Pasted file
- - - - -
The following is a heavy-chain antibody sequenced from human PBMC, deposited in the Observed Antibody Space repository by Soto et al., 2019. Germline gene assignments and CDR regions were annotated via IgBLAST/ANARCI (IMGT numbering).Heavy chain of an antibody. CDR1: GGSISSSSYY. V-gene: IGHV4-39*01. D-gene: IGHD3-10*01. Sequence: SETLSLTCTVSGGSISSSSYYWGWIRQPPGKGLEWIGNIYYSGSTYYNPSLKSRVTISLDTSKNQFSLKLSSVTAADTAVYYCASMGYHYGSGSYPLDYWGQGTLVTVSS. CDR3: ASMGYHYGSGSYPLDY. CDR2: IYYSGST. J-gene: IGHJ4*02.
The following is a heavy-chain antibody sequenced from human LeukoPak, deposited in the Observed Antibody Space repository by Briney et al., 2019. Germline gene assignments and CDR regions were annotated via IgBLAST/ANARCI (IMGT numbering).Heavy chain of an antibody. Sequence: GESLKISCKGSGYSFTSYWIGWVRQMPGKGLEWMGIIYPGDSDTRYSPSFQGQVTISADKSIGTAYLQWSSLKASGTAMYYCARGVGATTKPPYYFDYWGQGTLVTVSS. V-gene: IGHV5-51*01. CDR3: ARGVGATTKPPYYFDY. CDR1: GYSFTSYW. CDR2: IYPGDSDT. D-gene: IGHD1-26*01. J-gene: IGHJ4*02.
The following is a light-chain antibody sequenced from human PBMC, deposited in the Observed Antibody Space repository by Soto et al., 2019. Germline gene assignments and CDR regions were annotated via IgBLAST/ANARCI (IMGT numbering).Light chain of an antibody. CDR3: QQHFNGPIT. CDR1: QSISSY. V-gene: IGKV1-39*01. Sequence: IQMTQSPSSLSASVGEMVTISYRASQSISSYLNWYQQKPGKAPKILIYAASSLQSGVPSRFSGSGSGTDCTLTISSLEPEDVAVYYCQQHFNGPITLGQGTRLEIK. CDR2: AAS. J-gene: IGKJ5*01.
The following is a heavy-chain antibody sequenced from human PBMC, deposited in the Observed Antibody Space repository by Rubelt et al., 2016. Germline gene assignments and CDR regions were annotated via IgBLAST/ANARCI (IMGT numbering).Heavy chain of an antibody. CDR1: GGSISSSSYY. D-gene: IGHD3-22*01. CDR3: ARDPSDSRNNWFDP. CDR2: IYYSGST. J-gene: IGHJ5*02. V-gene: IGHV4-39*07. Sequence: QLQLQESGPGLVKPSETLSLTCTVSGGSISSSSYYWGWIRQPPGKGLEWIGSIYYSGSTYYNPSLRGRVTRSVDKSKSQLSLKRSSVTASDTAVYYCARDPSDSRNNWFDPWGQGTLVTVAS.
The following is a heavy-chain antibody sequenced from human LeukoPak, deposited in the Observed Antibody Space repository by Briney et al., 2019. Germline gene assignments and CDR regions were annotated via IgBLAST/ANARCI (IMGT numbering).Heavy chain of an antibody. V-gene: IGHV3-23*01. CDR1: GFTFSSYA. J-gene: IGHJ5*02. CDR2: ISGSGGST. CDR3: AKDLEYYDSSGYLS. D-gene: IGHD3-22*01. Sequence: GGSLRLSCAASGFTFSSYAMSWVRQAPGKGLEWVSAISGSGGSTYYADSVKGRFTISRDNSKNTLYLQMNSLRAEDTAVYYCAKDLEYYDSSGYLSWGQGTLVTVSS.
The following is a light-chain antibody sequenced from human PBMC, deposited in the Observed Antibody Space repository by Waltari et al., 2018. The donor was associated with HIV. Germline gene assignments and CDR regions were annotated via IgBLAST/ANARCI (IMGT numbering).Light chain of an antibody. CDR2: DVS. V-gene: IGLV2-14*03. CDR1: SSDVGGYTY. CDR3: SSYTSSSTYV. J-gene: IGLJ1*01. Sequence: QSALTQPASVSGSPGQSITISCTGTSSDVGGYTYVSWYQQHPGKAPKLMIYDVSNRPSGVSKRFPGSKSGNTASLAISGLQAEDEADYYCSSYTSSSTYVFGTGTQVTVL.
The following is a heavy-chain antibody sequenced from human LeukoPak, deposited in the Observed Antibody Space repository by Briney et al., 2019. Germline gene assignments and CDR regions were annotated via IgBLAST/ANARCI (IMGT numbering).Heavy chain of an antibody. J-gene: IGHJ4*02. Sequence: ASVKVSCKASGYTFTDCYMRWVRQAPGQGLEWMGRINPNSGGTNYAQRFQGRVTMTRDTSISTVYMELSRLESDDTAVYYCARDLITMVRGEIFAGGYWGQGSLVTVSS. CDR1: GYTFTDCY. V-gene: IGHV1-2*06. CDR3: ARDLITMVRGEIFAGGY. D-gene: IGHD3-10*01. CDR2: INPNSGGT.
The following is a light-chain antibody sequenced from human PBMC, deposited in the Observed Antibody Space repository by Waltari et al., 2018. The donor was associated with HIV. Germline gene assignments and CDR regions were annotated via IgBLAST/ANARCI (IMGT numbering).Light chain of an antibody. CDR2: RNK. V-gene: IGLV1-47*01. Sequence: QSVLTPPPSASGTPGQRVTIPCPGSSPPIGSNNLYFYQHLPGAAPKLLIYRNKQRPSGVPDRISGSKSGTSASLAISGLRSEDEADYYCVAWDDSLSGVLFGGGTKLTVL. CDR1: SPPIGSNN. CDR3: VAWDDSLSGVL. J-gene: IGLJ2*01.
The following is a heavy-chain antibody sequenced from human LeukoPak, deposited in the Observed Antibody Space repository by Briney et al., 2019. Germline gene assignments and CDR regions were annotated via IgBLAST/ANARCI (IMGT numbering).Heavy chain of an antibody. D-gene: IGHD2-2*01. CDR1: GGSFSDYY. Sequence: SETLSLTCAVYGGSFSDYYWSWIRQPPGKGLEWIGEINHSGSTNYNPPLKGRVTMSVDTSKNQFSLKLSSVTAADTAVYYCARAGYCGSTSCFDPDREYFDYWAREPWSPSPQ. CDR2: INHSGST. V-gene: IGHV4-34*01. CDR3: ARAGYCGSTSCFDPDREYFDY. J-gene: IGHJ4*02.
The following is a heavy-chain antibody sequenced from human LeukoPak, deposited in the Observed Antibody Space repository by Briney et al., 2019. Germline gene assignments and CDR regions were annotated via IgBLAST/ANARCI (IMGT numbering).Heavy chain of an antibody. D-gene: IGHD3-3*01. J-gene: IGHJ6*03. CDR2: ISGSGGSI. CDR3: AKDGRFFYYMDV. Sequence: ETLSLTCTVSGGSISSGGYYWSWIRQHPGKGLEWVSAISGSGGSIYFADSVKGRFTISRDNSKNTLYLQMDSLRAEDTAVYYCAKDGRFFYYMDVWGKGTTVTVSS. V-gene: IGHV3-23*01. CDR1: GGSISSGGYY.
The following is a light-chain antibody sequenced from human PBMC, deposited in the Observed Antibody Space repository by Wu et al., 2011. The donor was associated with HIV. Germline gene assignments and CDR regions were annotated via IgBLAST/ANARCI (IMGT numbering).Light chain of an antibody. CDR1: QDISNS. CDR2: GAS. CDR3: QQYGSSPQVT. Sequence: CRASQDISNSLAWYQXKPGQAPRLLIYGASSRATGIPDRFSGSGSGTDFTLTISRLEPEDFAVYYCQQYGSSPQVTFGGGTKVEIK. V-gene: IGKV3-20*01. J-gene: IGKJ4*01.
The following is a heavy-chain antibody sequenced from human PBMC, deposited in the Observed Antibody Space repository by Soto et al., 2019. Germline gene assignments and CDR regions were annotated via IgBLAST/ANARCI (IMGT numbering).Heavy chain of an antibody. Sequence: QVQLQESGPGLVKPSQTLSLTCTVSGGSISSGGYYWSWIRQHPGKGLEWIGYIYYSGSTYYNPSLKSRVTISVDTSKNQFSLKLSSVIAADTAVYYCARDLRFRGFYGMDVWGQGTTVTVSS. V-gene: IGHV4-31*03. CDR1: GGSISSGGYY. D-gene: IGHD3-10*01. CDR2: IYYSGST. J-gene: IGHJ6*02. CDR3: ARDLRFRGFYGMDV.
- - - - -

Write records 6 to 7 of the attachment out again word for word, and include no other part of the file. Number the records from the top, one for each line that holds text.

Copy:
The following is a light-chain antibody sequenced from human PBMC, deposited in the Observed Antibody Space repository by Waltari et al., 2018. The donor was associated with HIV. Germline gene assignments and CDR regions were annotated via IgBLAST/ANARCI (IMGT numbering).Light chain of an antibody. CDR2: DVS. V-gene: IGLV2-14*03. CDR1: SSDVGGYTY. CDR3: SSYTSSSTYV. J-gene: IGLJ1*01. Sequence: QSALTQPASVSGSPGQSITISCTGTSSDVGGYTYVSWYQQHPGKAPKLMIYDVSNRPSGVSKRFPGSKSGNTASLAISGLQAEDEADYYCSSYTSSSTYVFGTGTQVTVL.
The following is a heavy-chain antibody sequenced from human LeukoPak, deposited in the Observed Antibody Space repository by Briney et al., 2019. Germline gene assignments and CDR regions were annotated via IgBLAST/ANARCI (IMGT numbering).Heavy chain of an antibody. J-gene: IGHJ4*02. Sequence: ASVKVSCKASGYTFTDCYMRWVRQAPGQGLEWMGRINPNSGGTNYAQRFQGRVTMTRDTSISTVYMELSRLESDDTAVYYCARDLITMVRGEIFAGGYWGQGSLVTVSS. CDR1: GYTFTDCY. V-gene: IGHV1-2*06. CDR3: ARDLITMVRGEIFAGGY. D-gene: IGHD3-10*01. CDR2: INPNSGGT.